And he laughed and explained a bit about agriculture.
      So again, i could be well off the mark.
      I just see well done scientific research as a really powerful tool.
      And those that have the tools sometimes squander them.
      Maybe theres a surfeit of researchers and not enough subjects.

  2. Li D,

    One thing about research scientists is that as a population they do gravitate to what is funded one way or another but basically they do research on subjects in which they are interested and even when they are chasing funding, they will try to shift their research so that they can continue research on the topics they love to investigate.

    They are kind of like musicians and other artists in that.

  3. Thanks for reply to my gripe Tyvor Winn.
    I appreciate that passion for a subject or field is an important driver. ( hopefully not a driver that results in bias! )
    The world is a better place because of people like Charlie Veron and his passion for coral, for example.
    There just seems to be a sort of futility about this paper.
    Termites are a massive problem for dwellings and some forms of agriculture.
    Gorrillas eat termites.
    Soooo lets do some research on how gorrillas might alleviate that issue!
    Whats a bit odd is that i wouldnt give a shit about someone studying leopards. Or dogs.
    Or rabies. All valid topics.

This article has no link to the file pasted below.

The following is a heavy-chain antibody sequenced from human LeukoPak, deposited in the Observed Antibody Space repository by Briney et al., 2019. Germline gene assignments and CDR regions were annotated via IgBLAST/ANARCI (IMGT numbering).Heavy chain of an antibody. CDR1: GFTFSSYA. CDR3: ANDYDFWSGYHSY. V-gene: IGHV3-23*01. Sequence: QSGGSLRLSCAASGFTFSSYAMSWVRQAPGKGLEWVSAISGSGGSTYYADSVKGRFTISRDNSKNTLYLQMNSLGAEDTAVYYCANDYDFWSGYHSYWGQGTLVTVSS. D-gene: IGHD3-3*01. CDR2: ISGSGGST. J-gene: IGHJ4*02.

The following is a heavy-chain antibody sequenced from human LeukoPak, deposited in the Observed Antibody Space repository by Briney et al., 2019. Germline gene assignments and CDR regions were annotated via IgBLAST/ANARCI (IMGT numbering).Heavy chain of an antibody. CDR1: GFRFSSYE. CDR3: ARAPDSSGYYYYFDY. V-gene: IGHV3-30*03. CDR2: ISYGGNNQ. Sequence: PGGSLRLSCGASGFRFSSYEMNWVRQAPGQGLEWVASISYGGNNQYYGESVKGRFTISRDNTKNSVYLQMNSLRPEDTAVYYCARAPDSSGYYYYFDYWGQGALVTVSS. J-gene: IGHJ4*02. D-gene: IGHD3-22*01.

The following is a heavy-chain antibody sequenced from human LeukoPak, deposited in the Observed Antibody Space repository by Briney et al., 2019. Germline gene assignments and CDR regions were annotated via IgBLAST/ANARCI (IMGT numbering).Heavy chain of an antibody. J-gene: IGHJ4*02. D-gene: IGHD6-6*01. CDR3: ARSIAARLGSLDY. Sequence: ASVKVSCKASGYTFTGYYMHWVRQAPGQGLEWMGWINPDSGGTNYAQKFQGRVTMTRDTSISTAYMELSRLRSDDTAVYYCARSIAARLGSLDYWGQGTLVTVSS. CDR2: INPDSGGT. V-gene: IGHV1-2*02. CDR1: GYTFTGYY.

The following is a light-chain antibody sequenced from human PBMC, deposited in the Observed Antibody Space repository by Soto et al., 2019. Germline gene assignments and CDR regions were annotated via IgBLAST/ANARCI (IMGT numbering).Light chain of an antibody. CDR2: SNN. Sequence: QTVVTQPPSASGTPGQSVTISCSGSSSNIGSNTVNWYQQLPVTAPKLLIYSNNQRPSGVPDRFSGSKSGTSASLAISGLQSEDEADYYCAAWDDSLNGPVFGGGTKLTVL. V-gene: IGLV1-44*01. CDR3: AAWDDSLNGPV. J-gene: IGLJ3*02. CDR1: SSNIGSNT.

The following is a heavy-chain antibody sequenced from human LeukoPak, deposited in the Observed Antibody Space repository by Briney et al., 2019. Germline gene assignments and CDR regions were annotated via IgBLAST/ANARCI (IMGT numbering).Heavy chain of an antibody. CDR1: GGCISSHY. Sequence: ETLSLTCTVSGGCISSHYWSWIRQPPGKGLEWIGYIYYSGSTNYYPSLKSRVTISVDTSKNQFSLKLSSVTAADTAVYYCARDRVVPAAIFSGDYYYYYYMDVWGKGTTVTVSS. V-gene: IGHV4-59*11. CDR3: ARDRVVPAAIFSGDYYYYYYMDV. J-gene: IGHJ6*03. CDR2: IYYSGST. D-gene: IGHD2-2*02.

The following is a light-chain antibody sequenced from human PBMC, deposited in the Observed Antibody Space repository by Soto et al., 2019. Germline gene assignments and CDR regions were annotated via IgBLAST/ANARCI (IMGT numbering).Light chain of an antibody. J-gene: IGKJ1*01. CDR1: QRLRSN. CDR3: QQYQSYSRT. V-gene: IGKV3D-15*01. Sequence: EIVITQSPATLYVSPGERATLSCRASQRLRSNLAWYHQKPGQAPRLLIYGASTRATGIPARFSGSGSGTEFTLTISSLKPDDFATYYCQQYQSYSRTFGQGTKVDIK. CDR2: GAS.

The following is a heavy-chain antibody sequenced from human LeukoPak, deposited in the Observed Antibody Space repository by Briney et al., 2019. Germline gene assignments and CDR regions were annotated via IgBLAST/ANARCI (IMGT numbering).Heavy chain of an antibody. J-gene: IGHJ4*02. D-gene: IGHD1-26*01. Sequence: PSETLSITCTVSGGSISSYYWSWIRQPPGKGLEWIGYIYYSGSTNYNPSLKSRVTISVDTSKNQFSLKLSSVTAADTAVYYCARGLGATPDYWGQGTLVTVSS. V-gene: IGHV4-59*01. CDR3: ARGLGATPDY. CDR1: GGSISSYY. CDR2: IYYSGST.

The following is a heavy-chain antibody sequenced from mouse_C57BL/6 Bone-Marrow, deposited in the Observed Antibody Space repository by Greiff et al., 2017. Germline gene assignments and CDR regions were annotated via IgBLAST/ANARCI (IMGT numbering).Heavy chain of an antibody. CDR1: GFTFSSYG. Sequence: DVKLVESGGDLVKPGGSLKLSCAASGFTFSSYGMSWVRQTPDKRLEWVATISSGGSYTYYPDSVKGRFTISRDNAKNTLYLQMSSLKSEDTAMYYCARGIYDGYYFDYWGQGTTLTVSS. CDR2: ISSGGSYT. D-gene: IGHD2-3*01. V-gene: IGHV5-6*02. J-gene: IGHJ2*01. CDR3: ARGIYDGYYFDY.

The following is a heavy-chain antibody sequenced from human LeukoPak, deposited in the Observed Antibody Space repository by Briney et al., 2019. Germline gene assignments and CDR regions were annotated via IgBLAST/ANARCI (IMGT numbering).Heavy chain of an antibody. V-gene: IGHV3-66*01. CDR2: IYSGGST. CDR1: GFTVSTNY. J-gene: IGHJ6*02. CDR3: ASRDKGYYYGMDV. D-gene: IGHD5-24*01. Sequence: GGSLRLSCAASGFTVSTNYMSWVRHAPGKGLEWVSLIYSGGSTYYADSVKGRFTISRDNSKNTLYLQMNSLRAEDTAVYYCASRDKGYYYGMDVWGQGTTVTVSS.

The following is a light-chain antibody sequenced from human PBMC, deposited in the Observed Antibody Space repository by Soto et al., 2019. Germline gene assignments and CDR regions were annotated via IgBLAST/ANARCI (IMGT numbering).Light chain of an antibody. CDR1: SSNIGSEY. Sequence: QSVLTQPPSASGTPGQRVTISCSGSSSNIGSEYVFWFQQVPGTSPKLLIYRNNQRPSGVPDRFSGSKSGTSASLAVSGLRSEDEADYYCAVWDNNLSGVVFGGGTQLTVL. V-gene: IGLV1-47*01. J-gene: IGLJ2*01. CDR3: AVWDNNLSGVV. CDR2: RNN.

Its the intersection of interest that dosnt seem valid, or at least reasonable.

    1. I reckon i should clarify that species interaction is of paramount import to study as a subject. Especially in this time of massive upheaval and decimation.
      I wonder, did any entomologist feel to approach some Mao government officials suggesting that rooting all the birds might have undesirable effects and perhaps maybe do some field trials first.
      Vaguely remember some research into an important relationship between migrating fish and trees and some variety of nitrogen and one needs to be carefull when mucking about with trees or fish or things will go pearshaped.
      Perhaps if leopards went extinct a tipping point in rabies would be breached and things would get very much worse.
      Christ it seems an obsure useless tangent to consider at first glance.

  4. Re Li D: “Christ it seems an obs[c]ure useless tangent to consider at first glance.”

    That’s the thing. It is often only possible to say something is useless after it has been studied and often only possible to get on the right track after following a number of wrong tracks.